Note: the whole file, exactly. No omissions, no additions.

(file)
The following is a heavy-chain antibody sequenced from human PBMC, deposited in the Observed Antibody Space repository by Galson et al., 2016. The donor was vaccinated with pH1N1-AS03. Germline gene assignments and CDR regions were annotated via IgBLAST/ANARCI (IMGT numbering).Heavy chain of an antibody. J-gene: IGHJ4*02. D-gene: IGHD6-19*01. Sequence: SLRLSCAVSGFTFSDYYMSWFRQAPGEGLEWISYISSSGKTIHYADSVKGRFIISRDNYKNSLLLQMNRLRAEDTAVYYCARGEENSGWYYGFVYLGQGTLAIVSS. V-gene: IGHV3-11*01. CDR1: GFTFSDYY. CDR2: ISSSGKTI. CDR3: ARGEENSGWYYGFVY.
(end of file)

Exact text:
The following is a heavy-chain antibody sequenced from human PBMC, deposited in the Observed Antibody Space repository by Galson et al., 2016. The donor was vaccinated with pH1N1-AS03. Germline gene assignments and CDR regions were annotated via IgBLAST/ANARCI (IMGT numbering).Heavy chain of an antibody. J-gene: IGHJ4*02. D-gene: IGHD6-19*01. Sequence: SLRLSCAVSGFTFSDYYMSWFRQAPGEGLEWISYISSSGKTIHYADSVKGRFIISRDNYKNSLLLQMNRLRAEDTAVYYCARGEENSGWYYGFVYLGQGTLAIVSS. V-gene: IGHV3-11*01. CDR1: GFTFSDYY. CDR2: ISSSGKTI. CDR3: ARGEENSGWYYGFVY.